Antron Brown, who seeks to become the NHRA's first African-American champ, sets a Gainesville record.
Antron Brown is young and successful.
The 25-year old NHRA Pro Stock Motorcycle rider finished fourth in the 2000 point standings and third the year before, has seven wins and is 7-1 in finals.
During Friday's first round of qualifying at Gatornationals, Brown clocked a quarter-mile time of 7.249 seconds, the day's best, with a top speed of 187.91 mph. Saturday afternoon, he finished in 7.208 to set a track record and qualify first for the first time.
But for all of his accomplishments, Brown, one of only a handful of African-American NHRA regulars, is often asked to talk about his race as much as he is his racing.
"That's what everybody wants to know about," Brown said. "I'm used to it."
And used to success.
In high school, Brown was the starting point guard on the basketball team and a two-way starter for the football team. While attending junior college in his native New Jersey, he was a standout sprinter and jumper.
When Brown was 11, he started racing motorcross, and that eventually led to an NHRA career.
Brown's cousin, the former Tommie Hendricks, married NFL defensive back Troy Vincent, and the couple frequented motorcross events Brown rode in. Eventually, Vincent, who plays for the Philadelphia Eagles, started a Pro Stock Motorcycle team. As one of his drivers, he picked Brown.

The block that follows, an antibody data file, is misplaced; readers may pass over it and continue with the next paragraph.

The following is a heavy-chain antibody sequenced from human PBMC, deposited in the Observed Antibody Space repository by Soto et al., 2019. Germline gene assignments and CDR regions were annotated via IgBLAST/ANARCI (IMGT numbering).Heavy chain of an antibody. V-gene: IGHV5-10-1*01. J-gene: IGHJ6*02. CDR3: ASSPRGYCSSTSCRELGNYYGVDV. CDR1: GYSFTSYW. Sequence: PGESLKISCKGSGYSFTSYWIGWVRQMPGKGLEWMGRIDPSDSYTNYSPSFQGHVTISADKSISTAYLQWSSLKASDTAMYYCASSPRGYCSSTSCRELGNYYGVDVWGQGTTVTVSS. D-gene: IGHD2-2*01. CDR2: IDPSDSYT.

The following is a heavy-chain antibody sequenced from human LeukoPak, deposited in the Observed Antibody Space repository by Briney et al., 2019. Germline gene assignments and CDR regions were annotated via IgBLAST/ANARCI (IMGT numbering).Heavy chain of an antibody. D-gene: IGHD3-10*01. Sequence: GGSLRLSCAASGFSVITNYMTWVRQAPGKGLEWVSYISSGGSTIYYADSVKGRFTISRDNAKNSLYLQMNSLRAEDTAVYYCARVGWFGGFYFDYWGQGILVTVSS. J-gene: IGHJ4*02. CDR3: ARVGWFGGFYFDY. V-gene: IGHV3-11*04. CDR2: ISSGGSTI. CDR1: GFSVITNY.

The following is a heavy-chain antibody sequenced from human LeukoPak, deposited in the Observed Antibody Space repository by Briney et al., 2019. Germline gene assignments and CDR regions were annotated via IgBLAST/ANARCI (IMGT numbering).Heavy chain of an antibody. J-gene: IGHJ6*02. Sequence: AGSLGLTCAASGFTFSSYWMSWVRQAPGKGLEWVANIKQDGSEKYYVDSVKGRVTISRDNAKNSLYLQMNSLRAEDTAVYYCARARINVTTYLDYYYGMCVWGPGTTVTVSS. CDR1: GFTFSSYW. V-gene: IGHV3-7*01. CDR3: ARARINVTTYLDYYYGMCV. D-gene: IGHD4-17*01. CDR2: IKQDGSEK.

"I was just sitting in my college dorm when (Vincent) called me," Brown said.
Brown, whose father and uncle raced in the Sportsman category years earlier, welcomed the challenge.
He never feared he would fail.
"Racing has been in our family's blood forever," Brown said. "And I grew up in a competitive neighborhood. I love competing. I always compete at everything I do, and I want to succeed."
Brown says the NHRA, perceived by some as a good ol' boy association, welcomed him.
"They've been great," Brown said. "They never tugged me one way or pulled me in another. They were very accepting."
Brown went winless during his rookie season in 1998, but moved to third in the standings in his second year. Vincent began as a "hands-on" owner of a two-bike team. Brown is now the only rider and Vincent handed much of the decisionmaking to Brown, crew chief Mark Peiser and crew member Albert Brown, Antron's father.
Brown won three events in 2000. In September, he won the U.S. Nationals and Holley Pro Stock Dominator Duel the same weekend in Indianapolis to earn a $10,000 bonus.
"I think he's the best (driver) out here," Peiser said. "He's got great technical skills and energy. He's figured out what works best."
Brown had those skills Saturday.
"It was a sweet pass," Brown said. "It felt really good. We're getting ready for (today). We feel real good. I gave Troy a call (after the run) and gave him the good news on his voice mail."
Brown's goal is to win the points championship, if not this season then soon. He would become the first African-American driver in an NHRA pro category to do so.
"That wouldn't be bad at all," Brown said. "I want to be a part of history."